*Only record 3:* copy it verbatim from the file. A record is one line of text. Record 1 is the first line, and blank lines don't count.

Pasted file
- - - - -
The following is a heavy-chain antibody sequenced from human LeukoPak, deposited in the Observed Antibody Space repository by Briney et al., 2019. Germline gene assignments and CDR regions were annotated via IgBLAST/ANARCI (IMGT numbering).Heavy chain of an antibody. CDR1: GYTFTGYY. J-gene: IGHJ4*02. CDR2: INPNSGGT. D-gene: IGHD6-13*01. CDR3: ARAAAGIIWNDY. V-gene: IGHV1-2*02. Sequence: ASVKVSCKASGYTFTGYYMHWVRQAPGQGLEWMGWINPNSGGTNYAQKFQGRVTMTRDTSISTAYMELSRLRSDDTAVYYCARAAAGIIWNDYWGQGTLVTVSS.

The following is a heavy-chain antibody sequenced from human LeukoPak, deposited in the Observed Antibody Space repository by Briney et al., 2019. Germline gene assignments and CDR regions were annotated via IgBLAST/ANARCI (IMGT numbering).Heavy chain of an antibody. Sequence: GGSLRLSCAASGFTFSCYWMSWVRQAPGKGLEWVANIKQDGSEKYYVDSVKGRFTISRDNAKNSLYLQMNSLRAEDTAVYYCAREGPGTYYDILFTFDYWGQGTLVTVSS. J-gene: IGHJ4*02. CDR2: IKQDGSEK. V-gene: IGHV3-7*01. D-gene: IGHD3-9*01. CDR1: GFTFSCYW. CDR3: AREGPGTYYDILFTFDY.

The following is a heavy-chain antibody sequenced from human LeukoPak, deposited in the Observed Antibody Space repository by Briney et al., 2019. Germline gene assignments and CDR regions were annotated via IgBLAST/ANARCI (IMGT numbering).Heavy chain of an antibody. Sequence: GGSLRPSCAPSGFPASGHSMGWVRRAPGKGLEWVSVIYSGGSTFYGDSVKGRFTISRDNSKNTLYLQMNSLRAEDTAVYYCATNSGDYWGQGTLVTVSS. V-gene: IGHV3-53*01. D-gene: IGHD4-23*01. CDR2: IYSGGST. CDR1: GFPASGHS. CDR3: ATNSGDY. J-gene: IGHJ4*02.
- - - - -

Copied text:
The following is a heavy-chain antibody sequenced from human LeukoPak, deposited in the Observed Antibody Space repository by Briney et al., 2019. Germline gene assignments and CDR regions were annotated via IgBLAST/ANARCI (IMGT numbering).Heavy chain of an antibody. Sequence: GGSLRPSCAPSGFPASGHSMGWVRRAPGKGLEWVSVIYSGGSTFYGDSVKGRFTISRDNSKNTLYLQMNSLRAEDTAVYYCATNSGDYWGQGTLVTVSS. V-gene: IGHV3-53*01. D-gene: IGHD4-23*01. CDR2: IYSGGST. CDR1: GFPASGHS. CDR3: ATNSGDY. J-gene: IGHJ4*02.